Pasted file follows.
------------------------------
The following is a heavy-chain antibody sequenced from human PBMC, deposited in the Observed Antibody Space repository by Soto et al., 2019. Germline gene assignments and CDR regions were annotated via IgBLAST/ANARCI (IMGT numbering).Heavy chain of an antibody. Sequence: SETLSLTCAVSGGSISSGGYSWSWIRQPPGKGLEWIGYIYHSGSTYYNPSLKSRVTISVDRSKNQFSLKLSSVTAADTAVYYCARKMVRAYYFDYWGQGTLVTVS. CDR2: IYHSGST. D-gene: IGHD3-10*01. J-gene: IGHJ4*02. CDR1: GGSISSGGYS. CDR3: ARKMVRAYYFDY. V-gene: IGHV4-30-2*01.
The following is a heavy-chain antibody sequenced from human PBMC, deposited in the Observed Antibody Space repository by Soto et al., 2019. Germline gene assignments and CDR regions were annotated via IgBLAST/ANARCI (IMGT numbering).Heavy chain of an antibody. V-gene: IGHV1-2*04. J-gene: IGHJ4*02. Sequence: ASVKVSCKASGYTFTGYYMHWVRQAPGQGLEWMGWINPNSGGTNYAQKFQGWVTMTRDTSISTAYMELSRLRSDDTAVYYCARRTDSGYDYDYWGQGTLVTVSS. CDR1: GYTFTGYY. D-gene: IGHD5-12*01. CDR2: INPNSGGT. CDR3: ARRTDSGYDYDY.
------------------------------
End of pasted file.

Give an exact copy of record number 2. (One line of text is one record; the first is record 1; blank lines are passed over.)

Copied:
The following is a heavy-chain antibody sequenced from human PBMC, deposited in the Observed Antibody Space repository by Soto et al., 2019. Germline gene assignments and CDR regions were annotated via IgBLAST/ANARCI (IMGT numbering).Heavy chain of an antibody. V-gene: IGHV1-2*04. J-gene: IGHJ4*02. Sequence: ASVKVSCKASGYTFTGYYMHWVRQAPGQGLEWMGWINPNSGGTNYAQKFQGWVTMTRDTSISTAYMELSRLRSDDTAVYYCARRTDSGYDYDYWGQGTLVTVSS. CDR1: GYTFTGYY. D-gene: IGHD5-12*01. CDR2: INPNSGGT. CDR3: ARRTDSGYDYDY.